TV Review: Los Espookys season 2 ★★★★

Los Espookys returns to HBO and HBO Max with another six sublime episodes this Friday September 16th, expanding upon and enriching the divinely kooky world established in 2019’s first season at every turn. Julio Torres and Ana Fabrega, who co-created the series with Fred Armisen, co-write each episode of this second season, with Fabrega taking on directing duties for episodes five and six, while Nasty Baby filmmaker Sebastián Silva directs the rest of the season.

Fred Armisen, Ana Fabrega, Julio Torres, Bernardo Velasco, and Cassandra Ciangherotti in Los Espookys. Courtesy of HBO.

Once again the action unfolds in an unnamed fictional Latin American country (which both adds to the mystery, and helps to explain the range of accents), where a group of horror-loving friends, Los Espookys, continue to sell their services creating the illusion of scary or supernatural events. If there isn’t something strange in your neighbourhood—but you’d like there to be—call Los Espookys. Helping to glue the misfit gang together is dependable and lovable goth Renaldo (Bernardo Velasco), joined by his self-absorbed, disinherited heir-to-a-choclate-empire best friend Andrés (Torres), the ever-practical Úrsula (Cassandra Ciangherotti)—who ensures they’re actually paid for their work in cash, rather than restaurant coupons—and her out-there sister Tati (Fabrega). They’re also joined this season by a tentative fifth member, Renaldo’s kindly uncle Tico (Armisen), whose parking valet dreams have been shattered by the arrival of self-parking cars. Leaving LA, Tico moves in with his nephew, bringing his highly confrontational adult daughter Sonia (River L. Ramirez) along with him.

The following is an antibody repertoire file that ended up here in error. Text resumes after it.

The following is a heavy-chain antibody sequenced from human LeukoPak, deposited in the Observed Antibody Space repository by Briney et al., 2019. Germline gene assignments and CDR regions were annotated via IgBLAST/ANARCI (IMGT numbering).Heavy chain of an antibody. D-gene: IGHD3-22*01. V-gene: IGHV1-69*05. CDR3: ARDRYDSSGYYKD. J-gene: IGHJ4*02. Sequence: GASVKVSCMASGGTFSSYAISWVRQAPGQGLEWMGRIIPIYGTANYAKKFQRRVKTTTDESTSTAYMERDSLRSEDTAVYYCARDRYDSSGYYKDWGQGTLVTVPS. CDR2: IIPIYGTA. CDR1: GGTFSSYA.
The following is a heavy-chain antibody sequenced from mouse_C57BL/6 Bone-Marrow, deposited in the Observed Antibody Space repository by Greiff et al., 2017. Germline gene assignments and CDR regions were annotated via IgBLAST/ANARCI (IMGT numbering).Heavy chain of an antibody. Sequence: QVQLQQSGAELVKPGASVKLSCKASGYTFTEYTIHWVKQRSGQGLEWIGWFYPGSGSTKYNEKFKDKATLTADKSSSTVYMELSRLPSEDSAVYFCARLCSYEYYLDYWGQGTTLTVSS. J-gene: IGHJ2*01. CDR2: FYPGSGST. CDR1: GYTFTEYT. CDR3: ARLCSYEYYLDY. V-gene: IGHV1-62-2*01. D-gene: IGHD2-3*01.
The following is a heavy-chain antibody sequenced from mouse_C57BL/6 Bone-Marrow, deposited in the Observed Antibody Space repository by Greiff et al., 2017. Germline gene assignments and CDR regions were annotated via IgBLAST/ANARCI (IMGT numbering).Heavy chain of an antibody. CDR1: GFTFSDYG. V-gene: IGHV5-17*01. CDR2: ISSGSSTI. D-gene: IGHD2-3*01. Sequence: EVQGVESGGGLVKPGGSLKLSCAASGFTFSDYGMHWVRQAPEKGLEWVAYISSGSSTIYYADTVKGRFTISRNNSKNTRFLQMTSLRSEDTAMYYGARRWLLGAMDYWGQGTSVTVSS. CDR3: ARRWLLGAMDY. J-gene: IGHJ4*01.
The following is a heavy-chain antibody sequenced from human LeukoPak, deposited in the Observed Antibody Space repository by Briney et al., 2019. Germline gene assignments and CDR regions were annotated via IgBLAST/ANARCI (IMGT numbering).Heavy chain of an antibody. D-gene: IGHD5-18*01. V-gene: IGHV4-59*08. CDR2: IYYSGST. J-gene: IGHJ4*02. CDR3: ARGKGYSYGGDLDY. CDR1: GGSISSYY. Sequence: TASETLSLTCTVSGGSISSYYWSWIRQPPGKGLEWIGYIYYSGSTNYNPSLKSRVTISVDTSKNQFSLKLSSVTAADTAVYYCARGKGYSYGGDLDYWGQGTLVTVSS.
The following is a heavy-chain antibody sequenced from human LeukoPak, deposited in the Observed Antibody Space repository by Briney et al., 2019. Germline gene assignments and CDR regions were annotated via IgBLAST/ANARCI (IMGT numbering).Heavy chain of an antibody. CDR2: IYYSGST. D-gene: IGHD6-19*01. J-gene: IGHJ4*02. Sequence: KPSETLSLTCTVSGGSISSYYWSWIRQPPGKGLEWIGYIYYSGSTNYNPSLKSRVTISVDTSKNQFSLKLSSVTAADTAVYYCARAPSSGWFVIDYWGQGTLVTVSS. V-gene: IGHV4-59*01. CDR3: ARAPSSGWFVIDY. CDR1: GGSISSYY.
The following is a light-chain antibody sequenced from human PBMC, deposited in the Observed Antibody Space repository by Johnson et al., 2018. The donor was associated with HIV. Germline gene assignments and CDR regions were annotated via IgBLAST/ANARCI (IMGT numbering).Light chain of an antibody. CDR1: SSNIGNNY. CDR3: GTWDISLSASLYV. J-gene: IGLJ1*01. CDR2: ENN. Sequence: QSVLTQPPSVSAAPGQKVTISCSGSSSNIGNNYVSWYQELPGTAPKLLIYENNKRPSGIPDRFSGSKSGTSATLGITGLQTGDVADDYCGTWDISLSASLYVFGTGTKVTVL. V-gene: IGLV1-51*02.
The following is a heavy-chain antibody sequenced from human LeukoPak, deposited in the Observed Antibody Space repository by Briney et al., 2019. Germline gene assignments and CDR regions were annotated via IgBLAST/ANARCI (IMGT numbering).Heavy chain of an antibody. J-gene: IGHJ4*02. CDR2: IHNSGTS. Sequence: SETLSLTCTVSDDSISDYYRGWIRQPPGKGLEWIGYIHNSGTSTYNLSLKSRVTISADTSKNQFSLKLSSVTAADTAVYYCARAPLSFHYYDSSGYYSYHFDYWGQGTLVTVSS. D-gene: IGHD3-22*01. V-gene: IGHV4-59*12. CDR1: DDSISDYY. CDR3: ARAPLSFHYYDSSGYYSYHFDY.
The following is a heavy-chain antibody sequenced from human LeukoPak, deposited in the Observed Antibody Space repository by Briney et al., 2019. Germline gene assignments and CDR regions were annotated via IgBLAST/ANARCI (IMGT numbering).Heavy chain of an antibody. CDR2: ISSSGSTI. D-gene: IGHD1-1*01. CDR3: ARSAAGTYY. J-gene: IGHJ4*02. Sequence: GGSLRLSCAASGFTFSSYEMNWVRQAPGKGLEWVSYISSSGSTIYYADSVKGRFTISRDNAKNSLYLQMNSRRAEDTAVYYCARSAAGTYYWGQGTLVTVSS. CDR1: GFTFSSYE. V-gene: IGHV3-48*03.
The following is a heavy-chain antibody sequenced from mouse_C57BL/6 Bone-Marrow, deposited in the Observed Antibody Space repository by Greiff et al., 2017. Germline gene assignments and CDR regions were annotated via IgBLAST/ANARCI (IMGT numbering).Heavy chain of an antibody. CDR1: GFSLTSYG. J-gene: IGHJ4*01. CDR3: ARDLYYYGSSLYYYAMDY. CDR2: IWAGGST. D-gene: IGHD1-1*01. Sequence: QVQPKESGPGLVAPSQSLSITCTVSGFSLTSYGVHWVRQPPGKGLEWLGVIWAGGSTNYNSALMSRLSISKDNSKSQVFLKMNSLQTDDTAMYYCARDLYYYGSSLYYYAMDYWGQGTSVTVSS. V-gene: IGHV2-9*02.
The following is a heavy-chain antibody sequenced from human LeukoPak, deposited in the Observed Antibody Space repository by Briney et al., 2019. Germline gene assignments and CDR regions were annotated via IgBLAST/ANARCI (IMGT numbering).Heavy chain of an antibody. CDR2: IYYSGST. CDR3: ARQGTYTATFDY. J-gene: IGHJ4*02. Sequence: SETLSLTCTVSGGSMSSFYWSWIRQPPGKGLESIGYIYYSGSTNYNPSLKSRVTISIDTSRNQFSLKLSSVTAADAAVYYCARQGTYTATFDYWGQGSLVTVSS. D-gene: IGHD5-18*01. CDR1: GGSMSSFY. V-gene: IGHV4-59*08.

Ana Fabrega in Los Espookys. Photograph by Pablo Arellano Spataro/HBO.

When it comes to every character, whether supporting or lead, Fabrega and Torres don’t just show us more of the same, but deftly develop each them, while the fully committed cast brings rich character work to these delicious comic creations. As the season opens, we find Tati determined to adjust to married life with her new husband, Andrés gay ex-fiancé Juan Carlos (José Pablo Minor), serving up unappetizing bowls of “gazpacho”, which is really just ketchup. Having diligently tried her hand at a vast range of improbable jobs as she searches for her place in the world, Tico inspires her to write. But Tati’s idea of writing a novel is transcribing audio books of classics, resulting in severely abridged editions that include her as the protagonist. Somehow they prove to be a hit, leaving Tati to navigate success away from her friends.

Julio Torres in Los Espookys. Photograph by Pablo Arellano Spataro/HBO.

Meanwhile Andrés’s self-centeredness is taken the to the extreme as he outstays his welcome at Renaldo and Úrsula’s apartments, and finds that the living arrangements with his new boyfriends come with their own issues; one has roommates, and worse still, the other has young children. Adorable yet misguided, every relationship in Andrés’ life is self-serving including his friendship with the besequined moon (a wonderful Yalitza Aparicio, who was Oscar-nominated for her performance in Roma). Needing to support his fashion habit, and unqualified for anything else, he’s forced to take on a second job as a glamorous staircase model. Wanting to do something meaningful with her time, and appalled by the sexist imagery appearing around the city, Úrsula decides to devote her time to getting Teresa Lobos elected. In a narrative strand that runs throughout the season, Renaldo is haunted by visions of Karina (Martine Gutierrez), the recently deceased Miss Nuestra Belleza Latina beauty pageant queen, who was brutally skewered by an anchor, and he continues to try to discover his own sexuality by searching for various genres of adult entertainment online.